What’s Changed from the Original Ordinance?

Enhanced Notification System: Event sponsors who wish to host a special event with specific approval for public consumption outside of a beer garden will have to complete the Notice of Proposed Closure for an Outdoor Refreshment Area event form. This new system will be developed by City staff and list the specific names of businesses within the closed area. The form will also ask if businesses plan on participating in the event by selling alcohol to attendees (if applicable- event organizers will have the choice to request) and collect other information that will be needed by both the event organizer and the Fayetteville Police Department. This new process will ensure each business is contacted in the closed area. City staff will also keep an updated contact list of businesses within the Outdoor Refreshment Area for use by event attendees. Work to begin collecting businesses preferred contact information will begin if the City Council chooses to adopt the ordinance.

Phasing Plan: At the recommendation of numerous businesses and stakeholders, a phasing plan has been developed to utilize 2020 to pilot various aspects of what Act 812 allows.

Laws on attendee and customer behavior aimed at protecting businesses: Participating businesses do have a great deal of responsibility when it comes to all aspects of the Outdoor Refreshment Area. While those responsibilities have not changed, language was added in section (D) Conditions for consumption of alcoholic beverages in public outdoor areas which reiterates and outlines the responsibilities and duties of customers and patrons of the district.

The premise of these additions allows for the Fayetteville Police Department to enforce customer violations of the rules of the district, which are in place to protect and increase safety of all businesses, their staff, and attendees. As examples: it would be a violation of City law for a customer to enter a bar with an open container of alcohol, give their beverage to another event attendee (regardless of age), create or distribute fraudulent visible identifiers, or remove alcohol from an establishment that is not participating in open consumption.


Cups and visible identifiers: Rather than designate that cups be branded with the specific business logo, staff is recommending they be branded with a logo of the district. The cups may also include a list of rules on them for attendees. The City, or in the future the designated entity assigned with the management of the district, will order the cups and visible identifiers. They will also work with the Fayetteville Police Department to establish a safe flow of these products to the businesses in order to reduce risk of duplication or fraudulent activity. Staff is also recommending that businesses be permitted to charge attendees for the designated cup to assist with covering the increased cost of participating in the program.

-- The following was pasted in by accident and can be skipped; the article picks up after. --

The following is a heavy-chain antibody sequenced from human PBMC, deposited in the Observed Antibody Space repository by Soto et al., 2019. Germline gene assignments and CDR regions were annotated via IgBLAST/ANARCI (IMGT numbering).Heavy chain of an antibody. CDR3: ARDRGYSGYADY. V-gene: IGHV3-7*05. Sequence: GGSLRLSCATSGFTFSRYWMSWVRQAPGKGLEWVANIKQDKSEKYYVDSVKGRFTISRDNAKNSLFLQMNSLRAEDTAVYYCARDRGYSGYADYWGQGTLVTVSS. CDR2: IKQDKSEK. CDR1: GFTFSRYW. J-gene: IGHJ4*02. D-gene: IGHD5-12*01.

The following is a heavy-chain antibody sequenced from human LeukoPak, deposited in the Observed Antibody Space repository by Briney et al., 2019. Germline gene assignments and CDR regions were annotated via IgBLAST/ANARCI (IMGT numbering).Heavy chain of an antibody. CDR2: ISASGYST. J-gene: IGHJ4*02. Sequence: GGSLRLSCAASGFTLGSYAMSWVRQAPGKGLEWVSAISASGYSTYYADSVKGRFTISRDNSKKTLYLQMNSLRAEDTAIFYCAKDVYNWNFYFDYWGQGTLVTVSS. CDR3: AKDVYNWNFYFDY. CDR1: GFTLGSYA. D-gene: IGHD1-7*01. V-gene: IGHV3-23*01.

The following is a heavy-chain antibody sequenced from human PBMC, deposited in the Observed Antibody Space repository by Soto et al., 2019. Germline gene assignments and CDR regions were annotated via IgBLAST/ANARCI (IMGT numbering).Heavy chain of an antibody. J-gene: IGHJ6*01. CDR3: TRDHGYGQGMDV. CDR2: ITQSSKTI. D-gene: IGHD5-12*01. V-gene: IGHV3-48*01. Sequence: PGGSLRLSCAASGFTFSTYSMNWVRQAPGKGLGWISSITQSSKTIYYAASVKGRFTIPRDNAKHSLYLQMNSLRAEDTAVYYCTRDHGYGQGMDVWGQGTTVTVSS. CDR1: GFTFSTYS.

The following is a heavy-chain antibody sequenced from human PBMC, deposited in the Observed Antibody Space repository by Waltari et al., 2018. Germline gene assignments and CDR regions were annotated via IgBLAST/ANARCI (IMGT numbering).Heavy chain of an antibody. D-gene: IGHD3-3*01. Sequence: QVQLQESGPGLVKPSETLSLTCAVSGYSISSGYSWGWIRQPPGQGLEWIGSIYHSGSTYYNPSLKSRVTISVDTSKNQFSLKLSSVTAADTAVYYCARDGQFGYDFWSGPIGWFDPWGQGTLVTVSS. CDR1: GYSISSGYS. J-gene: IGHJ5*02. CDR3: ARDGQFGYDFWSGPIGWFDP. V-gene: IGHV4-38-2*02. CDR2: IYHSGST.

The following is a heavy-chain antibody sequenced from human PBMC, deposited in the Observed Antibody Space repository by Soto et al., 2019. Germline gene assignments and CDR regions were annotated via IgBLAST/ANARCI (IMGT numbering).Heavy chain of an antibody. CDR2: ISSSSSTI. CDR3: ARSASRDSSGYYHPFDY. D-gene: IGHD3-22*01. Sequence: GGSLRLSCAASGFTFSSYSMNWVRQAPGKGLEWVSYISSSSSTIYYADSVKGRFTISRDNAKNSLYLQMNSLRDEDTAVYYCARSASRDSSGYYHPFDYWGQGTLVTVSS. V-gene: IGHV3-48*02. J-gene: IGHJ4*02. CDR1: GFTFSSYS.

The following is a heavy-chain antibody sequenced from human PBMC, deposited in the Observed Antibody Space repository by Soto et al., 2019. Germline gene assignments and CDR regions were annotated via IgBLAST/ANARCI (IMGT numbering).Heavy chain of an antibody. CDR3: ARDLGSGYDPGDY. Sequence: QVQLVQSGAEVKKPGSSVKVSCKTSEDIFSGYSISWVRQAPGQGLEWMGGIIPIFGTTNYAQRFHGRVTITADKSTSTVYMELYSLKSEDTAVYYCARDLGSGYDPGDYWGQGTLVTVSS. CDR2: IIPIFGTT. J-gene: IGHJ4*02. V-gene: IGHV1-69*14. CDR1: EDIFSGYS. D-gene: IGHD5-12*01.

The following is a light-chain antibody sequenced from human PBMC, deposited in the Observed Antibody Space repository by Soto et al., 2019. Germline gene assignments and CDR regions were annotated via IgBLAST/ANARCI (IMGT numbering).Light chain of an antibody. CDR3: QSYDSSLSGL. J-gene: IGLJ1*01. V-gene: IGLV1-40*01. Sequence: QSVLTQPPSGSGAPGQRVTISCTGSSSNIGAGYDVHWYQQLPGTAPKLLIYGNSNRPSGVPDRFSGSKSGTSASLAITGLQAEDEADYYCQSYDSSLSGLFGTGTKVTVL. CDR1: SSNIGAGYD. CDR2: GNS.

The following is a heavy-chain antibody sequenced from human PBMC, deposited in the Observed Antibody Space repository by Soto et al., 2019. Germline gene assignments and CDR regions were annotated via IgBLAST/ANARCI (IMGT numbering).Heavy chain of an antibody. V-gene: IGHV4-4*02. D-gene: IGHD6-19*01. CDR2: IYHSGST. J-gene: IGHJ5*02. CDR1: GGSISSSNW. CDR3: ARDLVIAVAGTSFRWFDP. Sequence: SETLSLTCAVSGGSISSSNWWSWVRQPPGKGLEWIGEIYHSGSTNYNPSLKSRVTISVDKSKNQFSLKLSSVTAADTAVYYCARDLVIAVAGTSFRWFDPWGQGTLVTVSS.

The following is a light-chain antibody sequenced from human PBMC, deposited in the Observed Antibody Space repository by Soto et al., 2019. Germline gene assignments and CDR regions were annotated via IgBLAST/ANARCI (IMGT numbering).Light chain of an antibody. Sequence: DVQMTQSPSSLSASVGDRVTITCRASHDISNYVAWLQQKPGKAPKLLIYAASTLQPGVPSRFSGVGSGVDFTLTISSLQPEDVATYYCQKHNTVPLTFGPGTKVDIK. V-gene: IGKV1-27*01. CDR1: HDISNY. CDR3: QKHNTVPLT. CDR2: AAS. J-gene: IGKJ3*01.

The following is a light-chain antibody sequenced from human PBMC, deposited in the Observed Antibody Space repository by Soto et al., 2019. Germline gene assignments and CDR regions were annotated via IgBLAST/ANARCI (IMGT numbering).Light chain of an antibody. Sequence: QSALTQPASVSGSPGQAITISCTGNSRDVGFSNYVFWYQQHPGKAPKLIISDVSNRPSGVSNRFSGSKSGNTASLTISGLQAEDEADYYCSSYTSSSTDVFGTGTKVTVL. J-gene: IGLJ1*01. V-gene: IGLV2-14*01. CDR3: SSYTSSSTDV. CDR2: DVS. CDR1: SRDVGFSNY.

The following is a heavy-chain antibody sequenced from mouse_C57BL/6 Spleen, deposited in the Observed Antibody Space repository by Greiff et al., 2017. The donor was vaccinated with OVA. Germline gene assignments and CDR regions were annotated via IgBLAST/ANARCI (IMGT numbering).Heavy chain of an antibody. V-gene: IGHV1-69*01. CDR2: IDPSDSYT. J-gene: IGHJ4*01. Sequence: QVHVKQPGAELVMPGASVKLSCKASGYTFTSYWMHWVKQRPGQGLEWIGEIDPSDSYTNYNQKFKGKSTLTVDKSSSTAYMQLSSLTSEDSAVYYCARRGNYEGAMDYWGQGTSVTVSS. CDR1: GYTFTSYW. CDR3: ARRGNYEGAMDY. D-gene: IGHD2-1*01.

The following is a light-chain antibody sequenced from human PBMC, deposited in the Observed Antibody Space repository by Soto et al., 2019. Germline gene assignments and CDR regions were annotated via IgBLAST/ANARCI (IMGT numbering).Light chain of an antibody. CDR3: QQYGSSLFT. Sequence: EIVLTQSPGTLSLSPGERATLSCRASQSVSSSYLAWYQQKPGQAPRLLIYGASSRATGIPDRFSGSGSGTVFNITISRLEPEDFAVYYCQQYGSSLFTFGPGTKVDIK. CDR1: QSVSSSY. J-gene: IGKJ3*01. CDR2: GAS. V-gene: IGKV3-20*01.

Limited Open Consumption District Pilot Program: This was added to allow the City to explore if open consumption with open streets is right for certain areas of Downtown Fayetteville. 

Transportation Committee review of the Outdoor Refreshment Area Ordinance and Phasing Plan

On May 12, 2020 at the request of the Chairman, City staff presented the proposed ordinance to the Transportation Committee for the comments, review, and amendments. The Transportation Committee discussed how to make our City Streets more comfortable for pedestrian and bikes as well as enabling businesses to expand into a street or parking lot for potentially safer dining during the pandemic. The Outdoor Refreshment Area was discussed in how the City might integrate these two ideas. The Transportation Committee recommended the City Council adopt the Outdoor Refreshment Area ordinance with three amendments. The amendments from the Transportation Committee are shown below:

The committee recommended approval of the attached ordinance to the City Council with three amendments:

  • Amendment 1: Loosening of any restrictions to the limited open container consumption days of the week rather than only Sunday-Wednesday.
  • Amendment 2: Allowing parking lots, private parking lots, and right of way components such as parallel parking and travel lanes to be used as sidewalk café space or auxiliary parking when vehicular traffic patterns have been amended temporarily or otherwise. 
  • Amendment 3: Include an emergency clause which would enable the ordinance to become law immediately after City Council passage.  

 The presentation can be seen here.